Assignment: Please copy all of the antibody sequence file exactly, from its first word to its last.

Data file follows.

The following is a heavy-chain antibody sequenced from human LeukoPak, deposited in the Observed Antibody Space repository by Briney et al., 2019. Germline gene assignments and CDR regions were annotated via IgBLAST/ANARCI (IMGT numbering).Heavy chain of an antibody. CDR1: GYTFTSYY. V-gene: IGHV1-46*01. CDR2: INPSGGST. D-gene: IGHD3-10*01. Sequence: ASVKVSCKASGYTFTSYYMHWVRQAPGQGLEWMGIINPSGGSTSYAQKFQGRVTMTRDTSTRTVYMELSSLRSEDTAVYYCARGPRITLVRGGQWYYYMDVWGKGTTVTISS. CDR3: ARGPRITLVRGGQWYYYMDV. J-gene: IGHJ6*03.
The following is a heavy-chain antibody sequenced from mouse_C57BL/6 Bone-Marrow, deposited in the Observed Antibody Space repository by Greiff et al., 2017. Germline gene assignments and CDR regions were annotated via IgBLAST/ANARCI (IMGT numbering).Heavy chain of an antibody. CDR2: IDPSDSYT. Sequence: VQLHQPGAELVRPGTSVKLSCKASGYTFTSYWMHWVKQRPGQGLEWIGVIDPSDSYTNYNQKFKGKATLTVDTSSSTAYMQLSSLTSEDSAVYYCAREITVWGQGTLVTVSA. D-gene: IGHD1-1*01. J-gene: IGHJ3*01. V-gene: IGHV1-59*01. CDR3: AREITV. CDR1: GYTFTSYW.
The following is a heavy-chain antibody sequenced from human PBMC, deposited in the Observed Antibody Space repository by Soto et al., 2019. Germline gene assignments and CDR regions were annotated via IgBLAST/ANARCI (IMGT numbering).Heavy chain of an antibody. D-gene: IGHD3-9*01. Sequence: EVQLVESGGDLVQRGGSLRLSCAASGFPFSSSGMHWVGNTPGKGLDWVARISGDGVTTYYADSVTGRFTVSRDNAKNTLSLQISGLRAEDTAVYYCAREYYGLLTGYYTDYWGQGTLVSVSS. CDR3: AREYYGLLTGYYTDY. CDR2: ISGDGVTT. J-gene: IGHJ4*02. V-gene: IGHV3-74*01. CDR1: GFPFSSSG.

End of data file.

The following is a heavy-chain antibody sequenced from human LeukoPak, deposited in the Observed Antibody Space repository by Briney et al., 2019. Germline gene assignments and CDR regions were annotated via IgBLAST/ANARCI (IMGT numbering).Heavy chain of an antibody. CDR1: GYTFTSYY. V-gene: IGHV1-46*01. CDR2: INPSGGST. D-gene: IGHD3-10*01. Sequence: ASVKVSCKASGYTFTSYYMHWVRQAPGQGLEWMGIINPSGGSTSYAQKFQGRVTMTRDTSTRTVYMELSSLRSEDTAVYYCARGPRITLVRGGQWYYYMDVWGKGTTVTISS. CDR3: ARGPRITLVRGGQWYYYMDV. J-gene: IGHJ6*03.
The following is a heavy-chain antibody sequenced from mouse_C57BL/6 Bone-Marrow, deposited in the Observed Antibody Space repository by Greiff et al., 2017. Germline gene assignments and CDR regions were annotated via IgBLAST/ANARCI (IMGT numbering).Heavy chain of an antibody. CDR2: IDPSDSYT. Sequence: VQLHQPGAELVRPGTSVKLSCKASGYTFTSYWMHWVKQRPGQGLEWIGVIDPSDSYTNYNQKFKGKATLTVDTSSSTAYMQLSSLTSEDSAVYYCAREITVWGQGTLVTVSA. D-gene: IGHD1-1*01. J-gene: IGHJ3*01. V-gene: IGHV1-59*01. CDR3: AREITV. CDR1: GYTFTSYW.
The following is a heavy-chain antibody sequenced from human PBMC, deposited in the Observed Antibody Space repository by Soto et al., 2019. Germline gene assignments and CDR regions were annotated via IgBLAST/ANARCI (IMGT numbering).Heavy chain of an antibody. D-gene: IGHD3-9*01. Sequence: EVQLVESGGDLVQRGGSLRLSCAASGFPFSSSGMHWVGNTPGKGLDWVARISGDGVTTYYADSVTGRFTVSRDNAKNTLSLQISGLRAEDTAVYYCAREYYGLLTGYYTDYWGQGTLVSVSS. CDR3: AREYYGLLTGYYTDY. CDR2: ISGDGVTT. J-gene: IGHJ4*02. V-gene: IGHV3-74*01. CDR1: GFPFSSSG.